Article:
Last month I wrote about Collective Mindfulness, which helps us become aware of the underlying dynamics that arise in groups, and our responses to them. When we have that awareness, we can notice what’s happening without getting hooked by it. I think that’s fundamental to executive presence – the ability to remain calm and steady, regardless of what’s happening around us.

Here’s an example of how Collective Mindfulness can be useful on a team. Years ago, I was brought in to work with a Cardiology practice that was going through a leadership transition. After 30 years the founder was ready to retire. The practice had grown to nearly a dozen doctors, including both general cardiologists and cardiac surgeons. They were very successful.

With the founder’s decision to leave, the group was in turmoil. There were no obvious successors for the leadership role. No one was stepping up to express interest. However, tensions had grown between the general cardiologists and surgeons. It seemed like they were disagreeing about nearly every issue that came to the leadership group. They were all puzzled about how their formerly collegial group had become so contentious – especially since there wasn’t an obvious power struggle for the leadership role.

After observing the group, I was able to help them put their experience into context.

Together, we took a look at patterns that occur in groups, to help them understand their experience.*

Like individuals, groups go through predictable phases of development as they work through fundamental questions:

  • First: Am I safe here?
  • Then: What authority do I have?
  • Next: How can I best contribute to the team?

Once all these questions are resolved, the group shifts into a work phase, with a high degree of autonomy and interdependence, and more energy available for its tasks. During the founder’s 30-year tenure, the Cardiology group had worked through the three questions above and were accustomed to functioning well as a group.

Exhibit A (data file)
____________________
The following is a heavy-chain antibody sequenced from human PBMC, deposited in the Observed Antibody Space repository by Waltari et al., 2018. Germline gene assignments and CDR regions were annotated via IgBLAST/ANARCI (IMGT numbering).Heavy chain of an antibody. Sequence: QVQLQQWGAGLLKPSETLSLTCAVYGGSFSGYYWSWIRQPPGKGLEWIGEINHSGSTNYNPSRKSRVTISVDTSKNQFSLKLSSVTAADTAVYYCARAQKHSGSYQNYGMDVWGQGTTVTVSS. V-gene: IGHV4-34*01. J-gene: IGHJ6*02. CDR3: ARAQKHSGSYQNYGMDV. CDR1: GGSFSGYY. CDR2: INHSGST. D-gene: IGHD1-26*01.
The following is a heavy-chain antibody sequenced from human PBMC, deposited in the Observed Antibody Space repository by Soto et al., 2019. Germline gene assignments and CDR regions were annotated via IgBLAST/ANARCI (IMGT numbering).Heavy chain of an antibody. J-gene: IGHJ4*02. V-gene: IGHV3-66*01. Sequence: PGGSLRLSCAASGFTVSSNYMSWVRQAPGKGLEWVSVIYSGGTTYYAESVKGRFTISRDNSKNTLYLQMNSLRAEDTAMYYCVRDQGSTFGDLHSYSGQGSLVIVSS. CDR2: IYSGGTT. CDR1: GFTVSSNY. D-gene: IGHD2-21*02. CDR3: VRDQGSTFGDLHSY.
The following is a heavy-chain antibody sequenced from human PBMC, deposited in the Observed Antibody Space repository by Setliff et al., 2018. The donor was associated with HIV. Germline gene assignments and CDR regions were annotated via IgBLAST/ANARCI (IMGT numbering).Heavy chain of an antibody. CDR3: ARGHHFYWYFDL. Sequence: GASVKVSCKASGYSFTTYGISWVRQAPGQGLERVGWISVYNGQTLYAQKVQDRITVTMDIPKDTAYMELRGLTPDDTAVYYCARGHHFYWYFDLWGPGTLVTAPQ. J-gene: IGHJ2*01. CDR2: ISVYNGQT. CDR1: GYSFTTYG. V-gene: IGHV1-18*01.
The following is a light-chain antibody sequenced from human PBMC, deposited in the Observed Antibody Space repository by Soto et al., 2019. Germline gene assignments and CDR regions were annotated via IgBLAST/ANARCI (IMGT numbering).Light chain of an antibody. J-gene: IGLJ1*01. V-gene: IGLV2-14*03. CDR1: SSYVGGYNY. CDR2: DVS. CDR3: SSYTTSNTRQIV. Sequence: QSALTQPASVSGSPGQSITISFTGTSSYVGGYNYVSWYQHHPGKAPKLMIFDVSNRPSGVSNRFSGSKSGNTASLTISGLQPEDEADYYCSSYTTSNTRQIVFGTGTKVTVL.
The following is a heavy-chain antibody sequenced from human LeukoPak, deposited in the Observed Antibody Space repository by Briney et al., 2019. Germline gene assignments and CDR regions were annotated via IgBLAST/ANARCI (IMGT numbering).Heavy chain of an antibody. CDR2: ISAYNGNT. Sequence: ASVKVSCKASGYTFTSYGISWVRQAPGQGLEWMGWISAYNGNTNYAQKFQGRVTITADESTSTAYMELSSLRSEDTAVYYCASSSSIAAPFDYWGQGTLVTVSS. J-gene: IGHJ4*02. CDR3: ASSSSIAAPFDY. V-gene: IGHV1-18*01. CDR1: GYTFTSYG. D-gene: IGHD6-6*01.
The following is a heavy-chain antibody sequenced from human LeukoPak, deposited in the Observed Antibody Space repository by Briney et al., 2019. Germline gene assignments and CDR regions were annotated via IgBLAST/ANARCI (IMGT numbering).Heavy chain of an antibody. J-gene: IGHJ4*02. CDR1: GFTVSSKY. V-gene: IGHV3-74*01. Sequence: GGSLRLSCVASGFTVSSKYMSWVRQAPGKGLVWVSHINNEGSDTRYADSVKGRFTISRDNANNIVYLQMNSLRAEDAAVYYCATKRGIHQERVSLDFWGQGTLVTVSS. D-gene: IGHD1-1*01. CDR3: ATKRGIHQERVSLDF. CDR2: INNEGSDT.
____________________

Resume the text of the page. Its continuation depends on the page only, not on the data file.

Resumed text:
However, a major change can send any group back to an earlier phase. That’s what happened to the Cardiology group. The leader’s retirement announcement sent the group back to the “authority” phase, where members need to work out with the leader and with one another, who has what authority to make decisions and take actions on behalf of the group.

This phase is like the toddler or teen years in human development, where the individual is sorting out their independence and dependence on their parents. Like the teen and toddler years, this phase is often full of conflict: complaining, blaming, arguing, tantrums. Even simple agenda items can turn into major blowouts as members unconsciously wrestle for control – leaving everyone puzzled about how such a small topic could turn into such a big deal.

Seeing the conflict in context can make a world of difference. That’s what happened for the cardiologists.

When I presented this phase-related interpretation of what was happening in their group, they were so relieved. They finally had an explanation for why there had been so much discord. And knowing that it was a natural part of group life helped them take it less personally. They could let go of their guilt and blame and find some compassion for themselves for the changes they were going through. One physician said, “What a relief! It’s like when I figured out that my teenager wasn’t psychotic, she was just being a teenager.”

With this new Collective Mindfulness, members could begin to notice when they were having an outsized reaction to the topics at hand and make a conscious effort to de-escalate. And, more importantly, they could finally talk about the major elephant in the room: how they would manage the leadership succession in their practice.

If you’re curious to know more about the phases of group development, or other underlying team dynamics that might be impacting your career, learn more about our coaching program here. 

*The description of group patterns throughout this blog draws on the work of Yvonne Agazarian, and separately the work of Susan Whelan, which in turn is based on the work of Bion, Tuckman, and Bennis and Shepherd, among others.

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